Since its emergence, the virus has pushed millions of households into poverty in both the North and the South. According to a recent United Nations report, by 2020, 32 million more people could be at risk of falling into extreme poverty because of the economic crisis linked to the pandemic.
In our countries of intervention, the fear of not being able to feed oneself has quickly overtaken that of the disease. And for good reason: How can you provide for your family when markets are closed or access to them is restricted? How can you get basic foodstuffs without the income that the informal economy usually provides? How can you have a varied diet in times of confinement and without a refrigerator?
A virus that widens inequalities
Hunger was already on the rise in recent years, the pandemic has unfortunately made the situation worse. In 2019, nearly 690 million people were chronically undernourished in the world and the recession due to the new coronavirus is likely to add between 83 and 132 million individuals, warns the United Nations Food and Agriculture Organization (FAO). Against this backdrop, the prospect of achieving the second goal of the 2030 Agenda “zero hunger” seems increasingly difficult to achieve.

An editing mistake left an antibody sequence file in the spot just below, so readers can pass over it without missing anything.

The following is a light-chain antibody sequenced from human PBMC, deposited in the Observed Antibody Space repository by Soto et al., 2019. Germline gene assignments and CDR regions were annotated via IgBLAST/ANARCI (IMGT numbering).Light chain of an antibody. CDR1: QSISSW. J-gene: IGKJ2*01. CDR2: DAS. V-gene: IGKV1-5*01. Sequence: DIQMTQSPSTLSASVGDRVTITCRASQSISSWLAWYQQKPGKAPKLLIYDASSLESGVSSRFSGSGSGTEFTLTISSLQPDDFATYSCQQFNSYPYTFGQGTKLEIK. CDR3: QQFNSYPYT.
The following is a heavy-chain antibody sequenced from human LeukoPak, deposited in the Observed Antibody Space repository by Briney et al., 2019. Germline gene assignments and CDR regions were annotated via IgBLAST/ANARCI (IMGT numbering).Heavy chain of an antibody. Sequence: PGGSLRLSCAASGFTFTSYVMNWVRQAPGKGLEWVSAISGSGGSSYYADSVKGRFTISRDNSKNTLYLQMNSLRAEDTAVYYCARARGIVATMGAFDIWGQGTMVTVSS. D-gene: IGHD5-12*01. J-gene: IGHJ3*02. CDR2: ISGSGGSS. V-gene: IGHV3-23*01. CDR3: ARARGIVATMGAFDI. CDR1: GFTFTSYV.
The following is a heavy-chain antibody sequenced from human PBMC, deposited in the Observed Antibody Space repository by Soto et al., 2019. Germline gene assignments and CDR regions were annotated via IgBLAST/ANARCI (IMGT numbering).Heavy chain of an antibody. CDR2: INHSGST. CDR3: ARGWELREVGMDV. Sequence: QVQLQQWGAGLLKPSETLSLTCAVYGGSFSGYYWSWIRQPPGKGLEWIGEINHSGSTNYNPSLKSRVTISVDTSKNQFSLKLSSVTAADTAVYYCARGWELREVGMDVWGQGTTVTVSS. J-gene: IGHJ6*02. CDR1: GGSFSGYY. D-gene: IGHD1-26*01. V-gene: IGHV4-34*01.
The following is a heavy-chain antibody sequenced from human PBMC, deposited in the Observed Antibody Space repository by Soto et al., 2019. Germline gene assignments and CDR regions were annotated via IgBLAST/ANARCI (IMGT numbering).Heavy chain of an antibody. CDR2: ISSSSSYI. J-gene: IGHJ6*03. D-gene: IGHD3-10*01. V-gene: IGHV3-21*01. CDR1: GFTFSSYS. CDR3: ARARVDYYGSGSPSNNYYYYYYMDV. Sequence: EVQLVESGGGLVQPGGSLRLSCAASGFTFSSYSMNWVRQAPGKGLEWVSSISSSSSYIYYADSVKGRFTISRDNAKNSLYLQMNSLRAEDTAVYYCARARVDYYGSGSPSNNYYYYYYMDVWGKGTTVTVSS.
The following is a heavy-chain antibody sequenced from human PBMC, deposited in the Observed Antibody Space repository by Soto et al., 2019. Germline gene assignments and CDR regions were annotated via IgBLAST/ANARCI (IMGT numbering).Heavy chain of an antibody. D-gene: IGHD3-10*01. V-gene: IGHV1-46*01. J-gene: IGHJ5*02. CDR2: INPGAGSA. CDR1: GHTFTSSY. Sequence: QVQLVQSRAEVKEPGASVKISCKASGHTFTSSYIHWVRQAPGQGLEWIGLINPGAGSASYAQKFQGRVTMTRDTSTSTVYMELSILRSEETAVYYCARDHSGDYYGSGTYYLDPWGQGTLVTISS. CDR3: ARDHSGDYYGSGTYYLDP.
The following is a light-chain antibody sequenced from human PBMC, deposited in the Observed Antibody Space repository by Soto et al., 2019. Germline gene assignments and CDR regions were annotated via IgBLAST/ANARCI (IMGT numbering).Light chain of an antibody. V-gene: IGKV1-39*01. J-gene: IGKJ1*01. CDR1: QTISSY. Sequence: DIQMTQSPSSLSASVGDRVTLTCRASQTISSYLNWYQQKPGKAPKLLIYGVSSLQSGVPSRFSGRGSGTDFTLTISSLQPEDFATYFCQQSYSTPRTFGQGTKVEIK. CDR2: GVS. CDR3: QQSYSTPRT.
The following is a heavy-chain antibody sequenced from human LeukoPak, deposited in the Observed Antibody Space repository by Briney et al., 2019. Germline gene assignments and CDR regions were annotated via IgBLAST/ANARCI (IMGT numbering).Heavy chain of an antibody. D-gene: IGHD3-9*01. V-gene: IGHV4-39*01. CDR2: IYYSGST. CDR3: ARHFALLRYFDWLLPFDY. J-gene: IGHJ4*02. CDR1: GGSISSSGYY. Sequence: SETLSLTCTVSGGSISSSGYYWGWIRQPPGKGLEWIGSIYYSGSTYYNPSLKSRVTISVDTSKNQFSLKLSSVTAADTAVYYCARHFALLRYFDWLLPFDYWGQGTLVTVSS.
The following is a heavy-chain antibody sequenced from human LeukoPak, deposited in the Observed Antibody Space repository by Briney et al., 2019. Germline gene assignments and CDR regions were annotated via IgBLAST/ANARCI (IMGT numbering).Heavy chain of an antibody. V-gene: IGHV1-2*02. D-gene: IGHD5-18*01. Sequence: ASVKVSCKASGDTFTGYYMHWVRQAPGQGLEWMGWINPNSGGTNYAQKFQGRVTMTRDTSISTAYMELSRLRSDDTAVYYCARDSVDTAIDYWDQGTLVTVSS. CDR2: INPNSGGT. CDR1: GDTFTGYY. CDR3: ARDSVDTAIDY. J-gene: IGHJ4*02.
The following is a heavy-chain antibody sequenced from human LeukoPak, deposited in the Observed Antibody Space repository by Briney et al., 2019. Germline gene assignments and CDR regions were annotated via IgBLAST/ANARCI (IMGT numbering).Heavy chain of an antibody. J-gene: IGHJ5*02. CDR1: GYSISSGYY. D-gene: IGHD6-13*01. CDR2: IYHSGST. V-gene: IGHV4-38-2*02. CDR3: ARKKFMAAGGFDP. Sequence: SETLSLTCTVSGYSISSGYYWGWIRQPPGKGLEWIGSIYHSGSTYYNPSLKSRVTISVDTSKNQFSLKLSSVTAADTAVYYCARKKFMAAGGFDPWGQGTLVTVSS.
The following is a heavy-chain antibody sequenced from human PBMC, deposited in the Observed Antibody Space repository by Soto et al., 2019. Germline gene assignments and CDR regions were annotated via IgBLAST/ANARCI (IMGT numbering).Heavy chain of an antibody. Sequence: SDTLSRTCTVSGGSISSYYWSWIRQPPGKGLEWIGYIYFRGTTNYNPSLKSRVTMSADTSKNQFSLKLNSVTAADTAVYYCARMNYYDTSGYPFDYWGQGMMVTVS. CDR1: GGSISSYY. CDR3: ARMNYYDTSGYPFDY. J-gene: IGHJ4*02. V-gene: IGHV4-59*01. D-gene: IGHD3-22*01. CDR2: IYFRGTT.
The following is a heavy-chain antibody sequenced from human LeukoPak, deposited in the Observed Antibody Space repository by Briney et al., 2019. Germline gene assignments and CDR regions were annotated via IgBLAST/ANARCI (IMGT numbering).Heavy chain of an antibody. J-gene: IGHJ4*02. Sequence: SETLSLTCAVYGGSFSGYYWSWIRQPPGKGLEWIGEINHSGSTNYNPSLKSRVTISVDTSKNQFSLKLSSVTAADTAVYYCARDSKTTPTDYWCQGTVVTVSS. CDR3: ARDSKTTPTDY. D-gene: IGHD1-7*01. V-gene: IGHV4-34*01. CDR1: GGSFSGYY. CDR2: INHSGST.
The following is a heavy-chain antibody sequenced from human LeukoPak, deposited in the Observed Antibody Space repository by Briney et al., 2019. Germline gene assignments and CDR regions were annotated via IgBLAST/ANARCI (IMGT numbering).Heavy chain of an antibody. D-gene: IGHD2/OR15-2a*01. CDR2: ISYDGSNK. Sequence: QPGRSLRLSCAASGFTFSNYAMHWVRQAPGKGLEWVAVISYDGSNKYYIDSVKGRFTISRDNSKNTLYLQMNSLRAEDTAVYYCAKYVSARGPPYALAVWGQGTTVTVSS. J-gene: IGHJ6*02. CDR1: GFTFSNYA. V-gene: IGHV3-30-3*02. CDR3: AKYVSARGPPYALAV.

But SWISSAID is not giving up and is continuing its commitment to the most vulnerable. Last year, at the height of the first wave, we regularly reported on the realities on the ground on our website. We relayed testimonies from people in Guinea-Bissau, Ecuador and India. We told you about our efforts to install mobile hand-washing devices, our support for agroecology, our fight against fake news thanks to our teams and your support.
This work has never stopped and today, one year later, we propose to take a look at the situation in several of our countries of intervention. To turn the spotlight on some of our programmes and their beneficiaries, to see what their daily lives are like. A daily life that varies greatly from one region to another, from one country to another, from one moment to another. Over the past year, we have had to be agile: some of our projects have been adapted, others have been created to meet particular needs, but our determination remains intact.